Coolants that warm earth on way out, finally

The decision taken in Kigali to phase out HFCs can help avoid a 0.5°C rise in global temperatures by the end of the century, writes Amitabh Sinha

Less than a year after finalising the historic Paris Agreement, countries have wrapped up another major deal to fight climate change. On October 15, an amendment to the ozone-saving Montreal Protocol was authorised that could prove crucial in keeping the rise in global temperature to within two degree Celsius of pre-industrial times.

Negotiators sat through the night on Friday at the newly-constructed convention centre in the Rwandan capital Kigali, to finalise the amendment that will allow the Montreal Protocol to eliminate a set of hydroflurocarbon (HFC) gases that, whilst not ozone-depleting, are hundreds or thousands of times more dangerous than carbon dioxide in causing global warming.

The amendment will ensure the elimination of almost all HFCs by 2050. This single measure is estimated to avoid about a 0.5 degree Celsius rise in global temperatures by the end of the century.

“Last year in Paris, we promised to keep the world safe from the worst effects of climate change. Today, we are following through on that promise. This is about much more than the ozone layer and HFCs. It is a clear statement by all world leaders that the green transformation started in Paris is irreversible and unstoppable,” said Erik Solheim, executive director of the UN Environment Programme.

HFCs are gases used predominantly as coolants in the air-conditioning and refrigerant industry. Globally, they account for only about 5% of greenhouse gas (GHG) emissions but their use is growing faster than other GHGs, especially in developing countries such as India. At an average global growth rate of about 10% per year, HFCs would account for an estimated one-fifth of all GHG emissions by 2050 if unrestricted use were to continue.

Recognising that HFCs need to be eliminated quickly, countries have focused for a number of years on using the Montreal Protocol mechanism to phase them out instead of the Paris Agreement, which was still in the making. The legally-binding Montreal Protocol on Substances that Deplete the Ozone Layer is considered to be the most successful environmental agreements reached so far, having phased out 98% of all ozone-damaging chemicals in just over 25 years.

The amendment finalised in Kigali is expected to be similarly effective in stopping the use of HFCs over the next 30 years. Estimates show that the amendment will avoid emissions equivalent to 70 billion tonnes of carbon dioxide from 2020 to 2050, or more than 2.3 billion tonnes of carbon dioxide equivalent annually. This is like shutting more than 750 coal power stations of 500 megawatts.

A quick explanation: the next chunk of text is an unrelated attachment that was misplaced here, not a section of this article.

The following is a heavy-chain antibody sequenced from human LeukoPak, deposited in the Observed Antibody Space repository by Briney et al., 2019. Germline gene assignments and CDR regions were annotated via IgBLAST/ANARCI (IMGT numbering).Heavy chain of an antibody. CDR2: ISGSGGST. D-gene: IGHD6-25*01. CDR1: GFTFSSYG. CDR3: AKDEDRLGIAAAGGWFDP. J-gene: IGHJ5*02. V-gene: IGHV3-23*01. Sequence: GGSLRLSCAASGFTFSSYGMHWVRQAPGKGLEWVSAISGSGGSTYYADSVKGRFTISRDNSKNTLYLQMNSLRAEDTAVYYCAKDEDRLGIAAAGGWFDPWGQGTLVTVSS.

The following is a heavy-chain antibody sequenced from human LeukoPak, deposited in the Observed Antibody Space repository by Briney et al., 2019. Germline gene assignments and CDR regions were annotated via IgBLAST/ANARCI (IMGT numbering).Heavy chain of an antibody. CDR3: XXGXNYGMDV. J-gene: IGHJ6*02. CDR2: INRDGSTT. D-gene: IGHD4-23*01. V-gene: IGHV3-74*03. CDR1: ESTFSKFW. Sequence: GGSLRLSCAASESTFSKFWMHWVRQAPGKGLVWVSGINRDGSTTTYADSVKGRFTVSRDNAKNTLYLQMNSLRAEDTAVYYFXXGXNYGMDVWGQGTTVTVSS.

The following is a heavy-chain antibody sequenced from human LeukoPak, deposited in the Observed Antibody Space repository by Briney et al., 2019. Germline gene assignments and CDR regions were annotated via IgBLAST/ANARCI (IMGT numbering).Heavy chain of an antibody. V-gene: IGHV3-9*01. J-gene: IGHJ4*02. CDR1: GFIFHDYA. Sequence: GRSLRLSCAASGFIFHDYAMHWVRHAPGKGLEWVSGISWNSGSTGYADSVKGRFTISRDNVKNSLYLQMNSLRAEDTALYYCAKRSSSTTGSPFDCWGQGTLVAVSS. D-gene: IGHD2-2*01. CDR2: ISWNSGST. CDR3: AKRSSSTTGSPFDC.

The Kigali Amendment to the Montreal Protocol will ensure that at least 85% of all global HFCs will be eliminated by 2047. This timeline is much shorter for developed countries, which need to phase out 85% of their HFC production and consumption by 2036 based on 2011-2013 levels. One group of developing countries that is the biggest producer of HFCs, and which includes China, must reduce usage 80% by 2040 based on 2020-22 levels. The other group of developing countries, which includes India, Pakistan, Iran, Iraq and a few other oil economies such as Saudi Arabia and Kuwait, have until 2047 to make an 85% reduction in HFC use compared to levels in the period 2026-28.

David Doniger, director of the Climate and Clean Air Programme at the Washington-based Natural Resources Defence Council said: “This is the biggest step we can take in the year after the Paris Agreement against the widening threats from climate change. And bringing HFCs under the Montreal Protocol sends a clear signal to the global marketplace to start replacing these dangerous chemicals with a new generation of climate-friendly and energy-efficient alternatives.”

India-US quibble

For most of the week, discussions at the conference centred around whether to let India, and some other countries, have more time to initiate action on HFCs. Agreement was reached following a final night of quibbling between India and the United States over several provisions in the draft. India insisted on a later baseline period of 2024-26 rather than 2020-22, which China and many others had agreed to. It was only after US secretary of state John Kerry had two rounds of talks with Indian environment minister Anil Madhav Dave on Friday that the US agreed to a proposal, which resulted in two different phase-out schedules for developing countries. Earlier in the week India had unilaterally announced it would eliminate the super GHG called HFC-23 immediately.

The Kigali Amendment comes just three weeks ahead of the next round of climate talks at Marrakech in Morocco where countries will resume work on the Paris Agreement to make it operational. Earlier this month, the Paris Agreement received the required number of ratifications and will enter into effect on November 4. It will have the fastest entry into force of any major international agreement.

The phase-out schedule

Developed countries

Baseline 2011-13: 10% reduction by 2019; 40% reduction by 2024; 70% reduction by 2029; 80% reduction by 2034; 85% by 2036.

Developing countries Group 1 (the biggest producers of HFCs, including China)

Baseline 2020-22: Emissions peak by 2024; 10% reduction by 2029; 30% reduction by 2035; 50% reduction by 2040; 80% by 2045.

Developing countries Group 2 (India, Pakistan, Iran, Iraq, Gulf Cooperation countries)

Baseline 2024-26: Emissions peak by 2028; 10% reduction by 2032; 20% reduction by 2037; 30% reduction by 2042; 85% by 2047.